Google officially axed the underutilised (and overhyped) Google Wave project last week (read Fast Company’s obituary here). I have a fear that my favourite geo-tagging program, Foursquare, will go the same way.
Foursquare allows you to use your mobile phone’s GPS capability to “check in” at various venues (read an intro slideshow here if you need to know more). But they are missing a few tricks by not understanding some basics of what makes social networks work, and also by misunderstanding some basic human psychology. I hope they sort this out soon, because I’d love to see geotagging really take off.
Here is my list of reasons why Foursquare is unlikely to grow further, and will ultimately die:
- They have failed completely to discuss and engage with users on the issue of security. I personally don’t have a problem checking in and letting my friends know where I am, but many people do fear the openness of letting others know their physical movements. Foursquare needs to actively engage in debate and social values shaping conversations.
- Their iPhone app provides no information from Foursquare. On a few occasions, Foursquare has shut down in order to do upgrades. But all that happens on their App and website is that nothing works. No messages, no interactions, no connection…
- When you move from one city to another, you start all over again. It treats each city entirely independently. For what reason?
- It provides no connections with my friends. Why is there no “friends nearby” feature? And why are there no features to challenge friends, connect with friends, chat to friends? This surely is the key to social media success: that you create connections between people, and enable them to connect with each other. Foursquare doesn’t do this.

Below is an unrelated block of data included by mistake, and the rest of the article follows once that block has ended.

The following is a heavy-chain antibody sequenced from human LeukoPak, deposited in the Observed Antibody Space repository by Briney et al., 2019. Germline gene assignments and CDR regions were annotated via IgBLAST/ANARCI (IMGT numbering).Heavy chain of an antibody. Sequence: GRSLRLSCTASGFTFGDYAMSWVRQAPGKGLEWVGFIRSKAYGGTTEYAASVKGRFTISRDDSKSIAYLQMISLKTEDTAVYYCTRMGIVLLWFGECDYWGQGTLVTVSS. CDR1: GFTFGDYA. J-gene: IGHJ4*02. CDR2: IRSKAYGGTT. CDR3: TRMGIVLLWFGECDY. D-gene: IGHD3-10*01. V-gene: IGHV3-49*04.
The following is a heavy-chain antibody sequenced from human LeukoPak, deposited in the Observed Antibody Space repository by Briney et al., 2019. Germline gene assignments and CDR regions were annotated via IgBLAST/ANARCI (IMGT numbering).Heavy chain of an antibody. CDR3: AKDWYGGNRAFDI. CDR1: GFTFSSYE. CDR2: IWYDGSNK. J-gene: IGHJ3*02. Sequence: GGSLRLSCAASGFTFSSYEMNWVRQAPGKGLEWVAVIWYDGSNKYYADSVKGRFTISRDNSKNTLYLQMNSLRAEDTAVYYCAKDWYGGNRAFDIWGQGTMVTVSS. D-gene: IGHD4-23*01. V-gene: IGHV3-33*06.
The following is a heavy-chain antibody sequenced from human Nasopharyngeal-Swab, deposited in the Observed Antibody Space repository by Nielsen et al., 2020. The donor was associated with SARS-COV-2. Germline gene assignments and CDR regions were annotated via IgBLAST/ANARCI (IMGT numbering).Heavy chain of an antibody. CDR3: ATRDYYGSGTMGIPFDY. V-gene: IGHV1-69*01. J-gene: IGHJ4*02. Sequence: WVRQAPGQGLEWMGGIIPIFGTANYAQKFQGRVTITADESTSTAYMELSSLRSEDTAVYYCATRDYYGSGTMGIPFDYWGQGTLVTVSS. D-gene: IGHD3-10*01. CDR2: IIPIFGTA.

- It does not provide “near things”. The only “near here” type functions are paid for adverts called “specials nearby”. But what about “places your friends frequent” or “places your friends have written tips about” or “most visited place near here”?
- It doesn’t do competition well. I have an ongoing battle with “Kay A.” for the mayorship of Raynes Park train station. But, there is very little way for me to interact with Kay. More importantly, neither of us know where we are in the competition stakes. The system doesn’t let me know how many check ins I need in order to become mayor, or how close other people are behind me in the race. Each venue needs a “leader board” type function to raise the stakes of competition. Otherwise, it loses its lustre very quickly.
- What’s the point? Badges are too hard to earn. I can leave tips at venues, but there is no incentive to do so. Companies are given no incentive to interact with regular attenders. And so on… Incentives are required.
- Finally, providing feedback to the system (especially, for example, indicating duplicate venues) is a really long and complicated procedure (and is not a feature of the iPhone app – why not?). This functionality also needs to be delegated down to “editors” in local areas (think of how Wikipedia manages content).
If you’re a Foursquare user, what do you think? Have I missed anything?
In summary, then, Foursquare has the potential to be brilliant. But only if it learns the lessons of other social media success stories. Connect us, and enable us to connect! Speak to us, and enable us to speak to you. Enable us to contribute to the development of the system.
Foursquare, I hope you’re listening, because I don’t want you to go the way of Google Wave. But if even the mighty Google can get it so wrong, then no-one is safe.